Economics Professor: Conserving Land May Be Good for the Economy

July 8, 2010

As the Deepwater Horizon oil spill recovery effort in the Gulf of Mexico drags on, economics professor Kate Sims has some promising news for proponents of greater environmental regulation.

A recently published study of hers has found that environmentally protected land areas (national parks and wildlife sanctuaries, for example) in Thailand actually help the economies of nearby communities. The results of this research, which are discussed in a paper published by the Journal of Environmental Economics and Management, were corroborated in another paper Sims co-authored that examined the effects of protected areas in Costa Rica and Thailand on poverty indicators. (That study was published in the June 1 issue of the Proceedings of the National Academy of Sciences and attracted the attention of ScienceBlog, United Press International and ScienceDaily, among others.)

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Sims sat down with Public Affairs’ Caroline Hanna recently to talk about her work and its implications.

What did you want to find out in these studies and what did you discover?

We wanted to know whether or not communities with more land in protected areas had been harmed economically by environmental protection. What we found was the opposite of the conventional wisdom: Protected areas appear to have actually improved economic indicators in nearby communities.

Why is this contrary to conventional wisdom?

Setting aside land for environmental protection restricts the amount of land available for agriculture and/or curbs the extraction of natural resources—both key sources of economic activity, particularly in developing nations. Such restrictions can be very costly for local communities and might hamper their development. On the other hand, protected areas might help local economies by attracting more tourists and/or infrastructure development, or by protecting ecosystem services that are valuable to locals. The conventional wisdom, though, is that the local benefits are too small to outweigh local costs.

So is creating more natural preserves the solution for third-world countries looking to improve their economies?

Probably not! Creating a protected area system is not a get-rich-quick scheme. Our findings here suggest only small to moderate economic improvements, on average. But what is clear is that protected areas, at least in these two countries, did not have large negative effects, which has been a major concern of biologists and many environmentalists. Nevertheless, I’m not willing to go in the other direction and say that environmental protection should be promoted as a tool of poverty reduction. Not all communities have benefited and—at least in Thailand—many communities perceive that regulations were unfairly imposed by the national government without adequate local consultation.

What other issues related to this research would you and your colleagues also like to study?

Well, one hypothesis is that communities have benefitted from an increase in tourism. Both Thailand and Costa Rica have significant numbers of international and domestic tourists and the income from tourism or corresponding infrastructure investments (roads, electricity, etc.) might have stimulated local economies. An alternate hypothesis is that environmental protection has safeguarded the flow of ecosystem services such as watershed protection or pollination—possibly helping local agriculture—or has improved the generation of valuable renewable forest products. We need to do more work to explore these possible mechanisms. We would also like to know whether the results hold in other countries. Thailand and Costa Rica are fairly stable, middle income countries and clearly not representative of all countries. So one of our hopes is that people will take the methodology of this study and run with it. Knowing more about how to make protected areas work for local communities would be helpful for future reserve planners.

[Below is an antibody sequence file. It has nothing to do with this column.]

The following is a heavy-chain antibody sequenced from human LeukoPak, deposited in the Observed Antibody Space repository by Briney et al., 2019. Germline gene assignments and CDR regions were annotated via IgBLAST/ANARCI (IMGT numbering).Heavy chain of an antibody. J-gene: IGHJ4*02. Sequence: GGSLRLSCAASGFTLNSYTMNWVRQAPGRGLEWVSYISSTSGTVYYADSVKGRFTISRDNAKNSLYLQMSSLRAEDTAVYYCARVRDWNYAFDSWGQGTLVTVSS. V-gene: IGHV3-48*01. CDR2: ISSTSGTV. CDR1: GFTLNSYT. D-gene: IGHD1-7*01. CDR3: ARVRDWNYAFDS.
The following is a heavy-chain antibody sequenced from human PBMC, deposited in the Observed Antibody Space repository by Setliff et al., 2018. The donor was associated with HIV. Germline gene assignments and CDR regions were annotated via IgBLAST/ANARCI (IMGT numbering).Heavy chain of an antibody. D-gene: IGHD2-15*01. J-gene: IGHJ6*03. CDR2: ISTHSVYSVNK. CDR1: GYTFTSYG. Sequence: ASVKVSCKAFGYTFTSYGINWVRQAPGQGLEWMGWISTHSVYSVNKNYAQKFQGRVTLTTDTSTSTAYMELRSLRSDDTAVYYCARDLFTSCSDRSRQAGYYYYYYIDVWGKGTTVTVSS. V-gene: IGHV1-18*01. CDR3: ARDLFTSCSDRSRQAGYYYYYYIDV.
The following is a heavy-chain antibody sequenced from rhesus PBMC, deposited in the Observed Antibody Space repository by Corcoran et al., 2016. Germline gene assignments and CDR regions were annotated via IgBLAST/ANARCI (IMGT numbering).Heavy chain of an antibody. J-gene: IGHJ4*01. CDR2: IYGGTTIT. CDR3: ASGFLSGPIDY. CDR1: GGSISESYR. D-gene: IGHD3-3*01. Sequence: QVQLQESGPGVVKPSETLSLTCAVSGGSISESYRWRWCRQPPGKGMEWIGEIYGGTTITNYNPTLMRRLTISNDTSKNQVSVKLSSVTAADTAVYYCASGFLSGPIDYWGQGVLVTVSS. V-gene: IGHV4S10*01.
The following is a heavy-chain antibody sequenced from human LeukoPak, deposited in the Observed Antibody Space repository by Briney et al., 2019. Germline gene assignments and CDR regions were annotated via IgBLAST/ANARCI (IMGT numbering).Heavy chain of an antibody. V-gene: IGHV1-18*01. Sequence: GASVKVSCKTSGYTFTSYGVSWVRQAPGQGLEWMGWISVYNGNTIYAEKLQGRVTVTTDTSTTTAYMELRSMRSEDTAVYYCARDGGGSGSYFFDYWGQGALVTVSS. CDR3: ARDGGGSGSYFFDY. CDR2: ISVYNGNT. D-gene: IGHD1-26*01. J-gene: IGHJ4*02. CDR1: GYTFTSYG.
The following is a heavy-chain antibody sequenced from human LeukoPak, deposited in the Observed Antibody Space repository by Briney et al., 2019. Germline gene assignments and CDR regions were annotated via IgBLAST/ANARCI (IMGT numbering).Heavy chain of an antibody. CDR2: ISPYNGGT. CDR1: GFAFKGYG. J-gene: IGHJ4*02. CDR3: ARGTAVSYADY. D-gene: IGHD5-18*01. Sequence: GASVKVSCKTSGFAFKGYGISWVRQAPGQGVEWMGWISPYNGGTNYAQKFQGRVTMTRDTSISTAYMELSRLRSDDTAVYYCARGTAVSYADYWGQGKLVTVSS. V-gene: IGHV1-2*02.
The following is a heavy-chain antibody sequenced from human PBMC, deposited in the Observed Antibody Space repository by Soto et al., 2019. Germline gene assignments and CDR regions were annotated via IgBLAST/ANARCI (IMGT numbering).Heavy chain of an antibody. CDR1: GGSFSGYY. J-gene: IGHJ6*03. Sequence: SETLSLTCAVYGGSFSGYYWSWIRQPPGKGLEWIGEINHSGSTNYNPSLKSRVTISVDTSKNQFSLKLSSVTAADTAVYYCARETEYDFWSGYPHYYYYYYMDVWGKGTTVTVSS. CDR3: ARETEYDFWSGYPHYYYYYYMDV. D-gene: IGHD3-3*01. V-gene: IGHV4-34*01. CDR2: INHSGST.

Are there other, larger lessons here?

Yes: Environmental protection doesn’t always turn out to be incompatible with development goals. We need environmental regulation because free markets fail us when it comes to environmental protection. But we often hesitate to pass strong environmental legislation because we focus only on the costs of that regulation. I would say this is the main reason why we don’t yet have comprehensive climate legislation in the U.S.—we simply have not been willing to risk the possibility of any economic downside. 

Why do you think that is?

As a society, we often tend to overestimate the costs of environmental protection. Four decades ago there was major opposition to the new restrictions imposed by the Clean Air Act and the Clean Water Act on the grounds that they would bring the economy to a standstill. On the contrary, both have dramatically improved environmental quality rather than impoverishing us—so much that we are in danger of taking these protections for granted! Similarly, today we are hearing that proposed energy legislation limiting the use of fossil fuels is certain to destroy the economy. But most estimates suggest that current climate legislation would cost between 0.5 and 1 percent of Gross Domestic Product.

I think the broader message here is not that there are no costs to environmental regulation; it’s just that the costs are often smaller than we perceive or expect. And we should compare them in the light of corresponding economic benefits of regulation. As the Gulf of Mexico oil spill has just shown us, we tend to underestimate the value of what we gain from our ecosystems—healthy fisheries and beautiful recreation on the coast, to name two—until they are endangered. My hope is that tragic events in the Gulf will help us to move forward with stronger environmental regulation for the future.

 

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